Consulting existing information and planning the approach of a local community. - Before going to the field. - Introducing the research or development initiative to the community. Conducting a visit to the authorities. The role of the researcher or development practitioner. Attitudes and perceptions. Discussing agenda. Avoiding the danger of raising expectations. Step 1: Establishing a relationship with local community and understanding the local setting
Understanding culture. Using local language. Taking time into consideration Understanding the local setting. Entering a flow. Collecting and sharing information. Using PRA and related techniques. A general knowledge of the local setting. Collecting information on communication issues. Developing strategies to identify reliable information. Developing collaboration and partnership. Building trust.
Starting with a problem. Facilitating synergy. Starting with a global. Putting the community first. Prioritizing a development problem. Discussing the causes of a development problem. If communication is to contribute to the resolution of a development, the process should bring people to understand the causes, identify possible solutions and decide what action to take. Involving specialists. Deciding on a concrete initiative to undertake. Adjusting choices in mid-course. Step 2: Involving the community in the identification of a problem, its potential solutions, and the decision to carry out a concrete initiative.
Who are the different community groups and the other stakeholders concerned with the selected problem and solution? How do we differentiate these groups? Who and with whom? The gender issue: paying particular attention to the different needs and social roles of men and women. How well do we know the each specific group? Step 3: Identifying the different community groups and other stakeholders concerned with the identified problem (or goal) and initiative.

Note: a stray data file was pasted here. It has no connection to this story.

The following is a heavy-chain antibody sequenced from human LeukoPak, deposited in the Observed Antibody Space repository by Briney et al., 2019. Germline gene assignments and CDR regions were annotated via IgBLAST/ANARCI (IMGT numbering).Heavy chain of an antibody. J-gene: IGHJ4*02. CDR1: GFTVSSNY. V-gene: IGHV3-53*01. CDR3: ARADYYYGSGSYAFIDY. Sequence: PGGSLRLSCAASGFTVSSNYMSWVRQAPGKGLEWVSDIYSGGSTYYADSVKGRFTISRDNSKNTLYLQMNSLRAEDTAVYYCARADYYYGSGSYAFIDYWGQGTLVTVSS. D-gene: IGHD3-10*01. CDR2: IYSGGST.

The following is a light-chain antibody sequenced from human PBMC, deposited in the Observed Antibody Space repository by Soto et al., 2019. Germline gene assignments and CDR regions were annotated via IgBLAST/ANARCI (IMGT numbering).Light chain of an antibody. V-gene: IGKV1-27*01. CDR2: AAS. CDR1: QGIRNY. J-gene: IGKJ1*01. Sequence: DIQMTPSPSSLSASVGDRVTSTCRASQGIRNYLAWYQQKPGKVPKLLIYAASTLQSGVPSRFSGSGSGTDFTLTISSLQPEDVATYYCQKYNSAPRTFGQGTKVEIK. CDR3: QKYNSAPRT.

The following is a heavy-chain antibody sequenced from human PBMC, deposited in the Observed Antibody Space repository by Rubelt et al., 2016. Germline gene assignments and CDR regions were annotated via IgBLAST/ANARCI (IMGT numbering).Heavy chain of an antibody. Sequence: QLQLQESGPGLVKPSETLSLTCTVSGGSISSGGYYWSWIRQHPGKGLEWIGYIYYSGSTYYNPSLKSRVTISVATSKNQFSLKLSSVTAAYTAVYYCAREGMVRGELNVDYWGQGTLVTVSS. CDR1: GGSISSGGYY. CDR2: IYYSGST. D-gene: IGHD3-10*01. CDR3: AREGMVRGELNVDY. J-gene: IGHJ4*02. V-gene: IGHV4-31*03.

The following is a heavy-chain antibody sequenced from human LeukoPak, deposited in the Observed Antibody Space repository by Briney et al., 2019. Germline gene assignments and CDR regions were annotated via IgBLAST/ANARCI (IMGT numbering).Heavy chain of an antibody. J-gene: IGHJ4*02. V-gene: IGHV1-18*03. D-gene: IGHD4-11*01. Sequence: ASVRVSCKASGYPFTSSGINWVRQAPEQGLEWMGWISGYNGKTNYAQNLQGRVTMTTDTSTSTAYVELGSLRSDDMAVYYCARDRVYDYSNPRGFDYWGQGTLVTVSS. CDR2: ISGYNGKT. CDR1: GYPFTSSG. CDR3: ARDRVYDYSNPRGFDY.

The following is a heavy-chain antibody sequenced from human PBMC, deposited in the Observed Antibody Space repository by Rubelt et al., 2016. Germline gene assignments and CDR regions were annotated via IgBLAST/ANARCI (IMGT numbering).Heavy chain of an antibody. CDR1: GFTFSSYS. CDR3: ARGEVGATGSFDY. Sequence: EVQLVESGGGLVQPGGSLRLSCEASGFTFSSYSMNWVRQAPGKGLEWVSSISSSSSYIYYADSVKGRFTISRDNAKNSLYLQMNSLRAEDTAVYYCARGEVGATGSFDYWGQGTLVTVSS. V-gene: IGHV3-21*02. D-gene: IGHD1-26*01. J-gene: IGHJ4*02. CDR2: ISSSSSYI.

Starting with community needs. Material needs and communication needs. Communication objectives. From communication objectives to communication activities. Step 4: Identifying communication needs, objectives and activities. Step 5: Identifying appropriate communication tools. Communication tools and planning process. The expression “Communication tools”. What should we consider in selecting communication tools? - Criterion 1: Community Use. - Criterion 2: Cost. - Criterion 3: Kind of Utilization.
Involving participants in identifying and preparing communication content and materials. Pre-testing content and materials. - Content - Form - Materials - Feedback Step 6: Preparing and pre-testing communication content and materials
Step 7: Facilitating partnerships Facilitating collaboration and partnerships. Partnership with community groups means involving them in a series of stages, from identifying problems and needs, through setting objectives and preparing a communication strategy, to implementing the activities. Involving partners and collaborators in planning the communication initiative. Making partnership a two-way street. Intermediating.